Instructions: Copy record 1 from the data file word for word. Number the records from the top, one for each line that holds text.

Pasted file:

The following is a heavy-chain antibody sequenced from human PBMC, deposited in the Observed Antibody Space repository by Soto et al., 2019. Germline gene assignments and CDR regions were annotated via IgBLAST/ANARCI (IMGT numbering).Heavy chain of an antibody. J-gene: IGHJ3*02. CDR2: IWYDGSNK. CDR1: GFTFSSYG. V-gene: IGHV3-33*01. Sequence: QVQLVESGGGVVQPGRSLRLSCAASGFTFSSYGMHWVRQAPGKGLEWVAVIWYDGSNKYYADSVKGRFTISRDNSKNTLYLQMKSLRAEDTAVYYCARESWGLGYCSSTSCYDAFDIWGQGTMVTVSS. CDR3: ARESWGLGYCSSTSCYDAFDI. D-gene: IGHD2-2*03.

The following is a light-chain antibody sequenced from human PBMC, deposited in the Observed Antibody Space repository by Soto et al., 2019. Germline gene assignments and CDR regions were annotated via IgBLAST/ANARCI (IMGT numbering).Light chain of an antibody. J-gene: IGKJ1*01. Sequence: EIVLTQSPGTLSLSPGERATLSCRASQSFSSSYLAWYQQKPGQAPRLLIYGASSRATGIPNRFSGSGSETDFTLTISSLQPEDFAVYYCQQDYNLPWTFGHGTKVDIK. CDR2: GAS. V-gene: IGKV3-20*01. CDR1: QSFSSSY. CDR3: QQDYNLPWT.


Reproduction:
The following is a heavy-chain antibody sequenced from human PBMC, deposited in the Observed Antibody Space repository by Soto et al., 2019. Germline gene assignments and CDR regions were annotated via IgBLAST/ANARCI (IMGT numbering).Heavy chain of an antibody. J-gene: IGHJ3*02. CDR2: IWYDGSNK. CDR1: GFTFSSYG. V-gene: IGHV3-33*01. Sequence: QVQLVESGGGVVQPGRSLRLSCAASGFTFSSYGMHWVRQAPGKGLEWVAVIWYDGSNKYYADSVKGRFTISRDNSKNTLYLQMKSLRAEDTAVYYCARESWGLGYCSSTSCYDAFDIWGQGTMVTVSS. CDR3: ARESWGLGYCSSTSCYDAFDI. D-gene: IGHD2-2*03.